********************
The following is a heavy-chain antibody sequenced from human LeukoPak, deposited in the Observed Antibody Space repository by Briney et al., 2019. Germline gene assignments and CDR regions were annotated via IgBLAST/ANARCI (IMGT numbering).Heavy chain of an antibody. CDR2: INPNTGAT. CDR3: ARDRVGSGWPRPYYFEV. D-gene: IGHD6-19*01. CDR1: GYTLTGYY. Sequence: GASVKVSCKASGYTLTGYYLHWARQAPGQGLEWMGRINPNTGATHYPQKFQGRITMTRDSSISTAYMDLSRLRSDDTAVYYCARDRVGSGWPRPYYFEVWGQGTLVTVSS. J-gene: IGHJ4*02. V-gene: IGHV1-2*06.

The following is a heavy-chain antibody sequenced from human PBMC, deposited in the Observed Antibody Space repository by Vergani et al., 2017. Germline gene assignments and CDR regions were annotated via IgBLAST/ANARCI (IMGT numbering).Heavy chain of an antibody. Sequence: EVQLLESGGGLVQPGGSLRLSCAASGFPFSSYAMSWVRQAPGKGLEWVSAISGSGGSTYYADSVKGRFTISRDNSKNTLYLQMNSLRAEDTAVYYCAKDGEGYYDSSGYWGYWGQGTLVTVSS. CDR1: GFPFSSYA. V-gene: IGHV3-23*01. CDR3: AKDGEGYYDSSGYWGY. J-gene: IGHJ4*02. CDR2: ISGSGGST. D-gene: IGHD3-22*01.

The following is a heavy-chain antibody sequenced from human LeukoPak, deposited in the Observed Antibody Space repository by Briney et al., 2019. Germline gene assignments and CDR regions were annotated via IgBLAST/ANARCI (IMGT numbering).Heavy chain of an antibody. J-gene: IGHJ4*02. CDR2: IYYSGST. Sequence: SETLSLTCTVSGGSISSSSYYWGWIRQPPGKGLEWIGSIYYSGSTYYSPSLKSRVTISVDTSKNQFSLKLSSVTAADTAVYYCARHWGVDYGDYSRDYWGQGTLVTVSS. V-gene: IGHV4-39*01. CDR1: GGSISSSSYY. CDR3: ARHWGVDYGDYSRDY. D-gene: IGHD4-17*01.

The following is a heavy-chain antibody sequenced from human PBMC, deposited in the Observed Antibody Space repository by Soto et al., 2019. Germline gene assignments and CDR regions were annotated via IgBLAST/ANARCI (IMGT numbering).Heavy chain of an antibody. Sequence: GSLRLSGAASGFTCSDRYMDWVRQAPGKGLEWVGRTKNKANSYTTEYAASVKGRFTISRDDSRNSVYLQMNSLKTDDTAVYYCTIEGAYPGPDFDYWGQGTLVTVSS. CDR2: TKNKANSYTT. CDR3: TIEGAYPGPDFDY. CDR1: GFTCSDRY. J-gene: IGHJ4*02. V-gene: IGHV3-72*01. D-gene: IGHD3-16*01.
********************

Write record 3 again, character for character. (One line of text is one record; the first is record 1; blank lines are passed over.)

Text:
The following is a heavy-chain antibody sequenced from human LeukoPak, deposited in the Observed Antibody Space repository by Briney et al., 2019. Germline gene assignments and CDR regions were annotated via IgBLAST/ANARCI (IMGT numbering).Heavy chain of an antibody. J-gene: IGHJ4*02. CDR2: IYYSGST. Sequence: SETLSLTCTVSGGSISSSSYYWGWIRQPPGKGLEWIGSIYYSGSTYYSPSLKSRVTISVDTSKNQFSLKLSSVTAADTAVYYCARHWGVDYGDYSRDYWGQGTLVTVSS. V-gene: IGHV4-39*01. CDR1: GGSISSSSYY. CDR3: ARHWGVDYGDYSRDY. D-gene: IGHD4-17*01.